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1. The average office worker checks their email thirty times per hour. This is one of the leading causes of distraction and inefficiency in the workplace.

2. Consider implementing email batching, tracking email time, avoiding email outside of work, making emails concise, and using the phone as strategies to combat the email-checking epidemic.

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Email is one of the worst culprits for distraction in the workplace. According to the National Center for Biotechnology Information, the average number of times an office worker checks their email inbox is thirty times per hour. However, there are many practices you can put in place to curb email distraction. Here are a few tips you can try:

1) Batch your emails. To avoid the never-ending onslaught, you can batch your emails. Batching, a concept developed by Tim Ferriss, is setting aside a specific time to check emails and not allowing them to distract you otherwise. For example, you might set aside the last fifteen minutes of every hour to check emails. You might designate certain hours of the day when you check them. You turn off notifications and do not allow them to pull your attention away from the task at hand. There are many software programs that allow you to block email during certain times.

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2) Track your email time. If you’re not sure how much of your time email is stealing, track it. Start a journal to record how much time you actually spend on emails a day. Then take that time and break it into focused sections. Instead of spending two minutes here and thirty minutes there, set aside a specific ten or fifteen minutes at regular stages of the day to tackle them. Treat these sessions like sprints you do throughout the day.

3) No email outside of work. Try to disengage from email outside of business hours. You can set up an automated reply message explaining that messages received after 6:00 p.m. or before 6:00 a.m. Monday to Friday and during the weekends will be responded to on the next business day.

4) Get to the point. Instead of wasting people’s time, make your emails concise and to the point. Another communication option is Slack, a tool that allows you to create channels that include only the relevant people. When you do communicate using that venue, you don’t use a subject button. You don’t need to comb through a contacts list. Everyone will see whatever you post. It’s almost like texting - short, quick, and very effective. Slack also has a “do not disturb” option, blocking and saving messages outside of work hours.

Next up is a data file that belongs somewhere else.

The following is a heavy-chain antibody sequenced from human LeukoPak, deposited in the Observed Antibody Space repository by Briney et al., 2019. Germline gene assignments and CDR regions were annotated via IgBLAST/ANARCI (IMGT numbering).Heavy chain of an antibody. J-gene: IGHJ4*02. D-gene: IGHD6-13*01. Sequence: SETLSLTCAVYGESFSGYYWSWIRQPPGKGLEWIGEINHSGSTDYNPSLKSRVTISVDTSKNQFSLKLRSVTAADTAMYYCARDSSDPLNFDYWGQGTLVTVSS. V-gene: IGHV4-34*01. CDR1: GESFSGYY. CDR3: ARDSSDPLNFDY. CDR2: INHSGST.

5) Consider using the phone. In this digital age, we tend to see talking on the phone as an outdated practice, but there are times when it can be far more efficient than email, particularly if the topic requires a lot of back and forth. If you have an issue that would be better handled on the phone, schedule time to call the people to talk them through it. It will save everyone time in the long run.

Today’s New Habit: Do Not Disturb

During the past two weeks, you made a list of all of the possible distractions and a plan for how you can eliminate them during work time. The next step towards eliminating distractions is stopping the barrage of messages we constantly receive.

This week, try and eliminate distractions by implementing a “Do Not Disturb” protocol. During Power Work, silence your phone (or even better put it in another room), close any windows on your computer that aren’t essential to your work, and disable desktop notifications.

If you’re anxious about not being available to respond to people right away, remember that after Power Work you can turn on notifications again. Good luck!

The information and advice provided in this program is intended to assist you with improving your performance, as well as your general health. It is not intended and should not be used in place of advice from your own physician or for treatment or diagnosis of any specific health issue. By participating in this program you acknowledge that undertaking any new health, diet and/or exercise regime involves certain inherent risks, that you assume such risks, and that you release The Wells Group Inc. from any responsibility or claim relating to such participation.